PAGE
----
The broadcaster Ray Hadley has criticised former Liberal prime ministers John Howard and Tony Abbott for expressing sympathy with George Pell, warning that to doubt the verdict is to call the cardinal’s victim a liar.
The conservative broadcaster told 2GB Radio on Thursday Howard had gone “way over the top” by providing a “gushing reference”.
“It’s my opinion Mr Abbott and Mr Howard have made gross errors of judgment,” Hadley said, noting that paedophiles escaped punishment because they hid their crimes and “con their friends and colleagues”.
“This is not over, there is an appeal process. For someone as prominent as Mr Howard to basically say the victim’s a liar and Pell’s not, is not what it should be about.”
On Thursday morning the head of a child sexual abuse legal service also condemned columnists who have expressed their disbelief in the verdict, warning it sends an “incredibly damaging message to survivors”.
Warren Strange, the executive officer of Knowmore legal service, told a parliamentary inquiry he expected the “unprecedented” publicity around the Pell case to drive a spike in claims but media commentary doubting the verdict might deter victims from seeking justice.
After Pell’s conviction, revealed on Tuesday, of one count of sexual penetration and four counts of indecent assault against two 13-year-old choirboys, several commentators including News Corp’s Miranda Devine and Andrew Bolt declared their belief in Pell’s innocence.
Pell has also been defended by Howard, in a glowing character reference labelling him a “person of both high intelligence and exemplary character”. Abbott has revealed he called Pell after the verdict and indirectly supported him by continuing to call the cardinal his friend.
On Thursday a parliamentary joint committee met in Canberra to hear evidence on the effectiveness of the victims’ redress scheme set up after the institutional child sexual abuse royal commission.
Strange told the hearing that Knowmore had already seen “a number people contacting us across the last couple of days as the result” of the Pell case, explaining they were “not just survivors who experience abuse in a Catholic institution, it can elevate survivors from any context”.
“I expect there will be an impact. Certainly whenever there is that level of attention – and this [case] is perhaps unprecedented – whenever there has been significant media attention we tend to see a spike in calls,” he said.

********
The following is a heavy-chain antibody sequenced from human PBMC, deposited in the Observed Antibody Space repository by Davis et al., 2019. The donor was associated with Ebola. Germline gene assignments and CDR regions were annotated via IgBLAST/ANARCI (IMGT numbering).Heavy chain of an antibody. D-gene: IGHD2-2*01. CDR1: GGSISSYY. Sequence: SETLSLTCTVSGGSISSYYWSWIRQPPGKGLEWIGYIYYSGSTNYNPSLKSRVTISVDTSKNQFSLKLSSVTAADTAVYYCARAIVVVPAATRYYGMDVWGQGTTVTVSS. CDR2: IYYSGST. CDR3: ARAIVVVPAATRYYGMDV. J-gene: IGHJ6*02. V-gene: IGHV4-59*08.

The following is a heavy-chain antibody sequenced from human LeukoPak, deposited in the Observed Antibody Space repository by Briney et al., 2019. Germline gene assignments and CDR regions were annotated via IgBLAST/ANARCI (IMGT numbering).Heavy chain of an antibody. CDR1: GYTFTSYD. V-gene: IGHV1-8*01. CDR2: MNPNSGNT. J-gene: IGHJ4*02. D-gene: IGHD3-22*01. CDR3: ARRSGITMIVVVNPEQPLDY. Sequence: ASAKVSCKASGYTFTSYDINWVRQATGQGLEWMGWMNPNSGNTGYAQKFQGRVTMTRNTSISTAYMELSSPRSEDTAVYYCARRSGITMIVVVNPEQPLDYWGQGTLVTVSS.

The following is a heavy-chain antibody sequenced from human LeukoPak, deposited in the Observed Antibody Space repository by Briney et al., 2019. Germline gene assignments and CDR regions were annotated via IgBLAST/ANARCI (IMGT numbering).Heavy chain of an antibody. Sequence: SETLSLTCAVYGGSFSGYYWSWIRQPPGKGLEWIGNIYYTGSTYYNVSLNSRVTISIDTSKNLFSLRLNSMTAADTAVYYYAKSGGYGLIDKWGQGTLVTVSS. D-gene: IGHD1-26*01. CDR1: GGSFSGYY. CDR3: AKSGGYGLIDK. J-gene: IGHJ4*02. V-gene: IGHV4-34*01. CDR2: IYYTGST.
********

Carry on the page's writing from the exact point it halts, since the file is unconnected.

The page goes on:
Senator Derryn Hinch suggested that particular media articles doubting the verdict could deter victims, citing the fact that many do not come forward because they fear they will not be believed.
Strange said that he is “deeply concerned” about those articles, accusing commentators of “attempting to traverse the verdict of the jury who had the benefit of sitting in court and hearing all the evidence”.
“And with due respect to those columnists, the defence team for the particular accused was better able to point to all the circumstances and to argue the case for an acquittal – and that didn’t happen, the jury’s verdict has come in,” he said.
“To then say I don’t believe it, or it’s wrong, I think that sends an incredibly damaging message to survivors who are thinking about coming forward.
“They must be thinking, some of them will be thinking ‘why would I do this, why would I put myself through a process like that then run the risk of public criticism’ for an outcome we’ve seen.
“I think it can potentially be very, very damaging to survivors to be writing those types of stories.”
Hinch also took aim at defence barrister Robert Richter’s submissions in relation to sentencing that Pell’s offences were “plain vanilla offending”, labelling it “absolutely offensive”.
Strange suggested that measuring sexual assault by metrics such as the duration of the offence is “devastating for survivors”.
“They don’t see things through the same lens, that [conduct is] not at the worst possible scale of offending – it’s irrelevant to them.”
Strange told the hearing that one cause of the delay in claims is that some “major institutions” have yet to join.
The department of social services has started to publish a list of institutions that are yet to join the redress scheme. Currently there are more than 100 organisations which were named in the royal commission that are yet to join.
The social services minister Paul Fletcher said the decision to name the institutions will provide transparency for abuse survivors considering applying for redress payments, but the government also expects those not named in the royal commission to join.
Departmental officials told the hearing the majority of institutions had now responded giving a timeframe to join the scheme but some had not received the initiative to name and shame them well.
It was last week revealed 51 Australians have received payments through the scheme, receiving on average $79,035. Officials blamed delays on many institutions only joining the scheme in December.